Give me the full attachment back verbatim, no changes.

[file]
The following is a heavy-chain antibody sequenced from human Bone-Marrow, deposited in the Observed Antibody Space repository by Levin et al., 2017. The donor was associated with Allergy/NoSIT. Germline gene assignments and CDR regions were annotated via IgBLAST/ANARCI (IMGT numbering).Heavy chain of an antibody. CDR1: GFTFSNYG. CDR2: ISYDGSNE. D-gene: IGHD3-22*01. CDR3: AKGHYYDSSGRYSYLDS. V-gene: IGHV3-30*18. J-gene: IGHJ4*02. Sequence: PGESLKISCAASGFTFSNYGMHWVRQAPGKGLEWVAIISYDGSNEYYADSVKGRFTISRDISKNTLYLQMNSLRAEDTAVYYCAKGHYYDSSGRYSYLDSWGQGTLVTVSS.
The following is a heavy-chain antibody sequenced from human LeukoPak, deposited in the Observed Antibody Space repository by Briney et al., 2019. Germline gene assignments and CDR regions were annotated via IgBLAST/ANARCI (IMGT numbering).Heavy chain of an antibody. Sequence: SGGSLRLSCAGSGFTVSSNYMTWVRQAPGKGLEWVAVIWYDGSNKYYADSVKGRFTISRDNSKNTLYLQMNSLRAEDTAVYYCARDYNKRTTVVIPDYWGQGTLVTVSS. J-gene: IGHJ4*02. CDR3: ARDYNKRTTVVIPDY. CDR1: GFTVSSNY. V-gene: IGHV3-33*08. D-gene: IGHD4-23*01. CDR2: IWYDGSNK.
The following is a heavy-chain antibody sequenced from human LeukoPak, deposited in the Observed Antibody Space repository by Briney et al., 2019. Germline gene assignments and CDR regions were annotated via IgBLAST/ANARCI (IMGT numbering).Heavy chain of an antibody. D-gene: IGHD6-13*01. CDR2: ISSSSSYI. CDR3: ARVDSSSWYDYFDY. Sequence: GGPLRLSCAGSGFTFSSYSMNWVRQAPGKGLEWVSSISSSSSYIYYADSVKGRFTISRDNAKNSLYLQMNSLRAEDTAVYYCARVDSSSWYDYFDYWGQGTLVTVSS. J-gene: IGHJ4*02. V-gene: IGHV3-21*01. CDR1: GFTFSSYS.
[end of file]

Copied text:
The following is a heavy-chain antibody sequenced from human Bone-Marrow, deposited in the Observed Antibody Space repository by Levin et al., 2017. The donor was associated with Allergy/NoSIT. Germline gene assignments and CDR regions were annotated via IgBLAST/ANARCI (IMGT numbering).Heavy chain of an antibody. CDR1: GFTFSNYG. CDR2: ISYDGSNE. D-gene: IGHD3-22*01. CDR3: AKGHYYDSSGRYSYLDS. V-gene: IGHV3-30*18. J-gene: IGHJ4*02. Sequence: PGESLKISCAASGFTFSNYGMHWVRQAPGKGLEWVAIISYDGSNEYYADSVKGRFTISRDISKNTLYLQMNSLRAEDTAVYYCAKGHYYDSSGRYSYLDSWGQGTLVTVSS.
The following is a heavy-chain antibody sequenced from human LeukoPak, deposited in the Observed Antibody Space repository by Briney et al., 2019. Germline gene assignments and CDR regions were annotated via IgBLAST/ANARCI (IMGT numbering).Heavy chain of an antibody. Sequence: SGGSLRLSCAGSGFTVSSNYMTWVRQAPGKGLEWVAVIWYDGSNKYYADSVKGRFTISRDNSKNTLYLQMNSLRAEDTAVYYCARDYNKRTTVVIPDYWGQGTLVTVSS. J-gene: IGHJ4*02. CDR3: ARDYNKRTTVVIPDY. CDR1: GFTVSSNY. V-gene: IGHV3-33*08. D-gene: IGHD4-23*01. CDR2: IWYDGSNK.
The following is a heavy-chain antibody sequenced from human LeukoPak, deposited in the Observed Antibody Space repository by Briney et al., 2019. Germline gene assignments and CDR regions were annotated via IgBLAST/ANARCI (IMGT numbering).Heavy chain of an antibody. D-gene: IGHD6-13*01. CDR2: ISSSSSYI. CDR3: ARVDSSSWYDYFDY. Sequence: GGPLRLSCAGSGFTFSSYSMNWVRQAPGKGLEWVSSISSSSSYIYYADSVKGRFTISRDNAKNSLYLQMNSLRAEDTAVYYCARVDSSSWYDYFDYWGQGTLVTVSS. J-gene: IGHJ4*02. V-gene: IGHV3-21*01. CDR1: GFTFSSYS.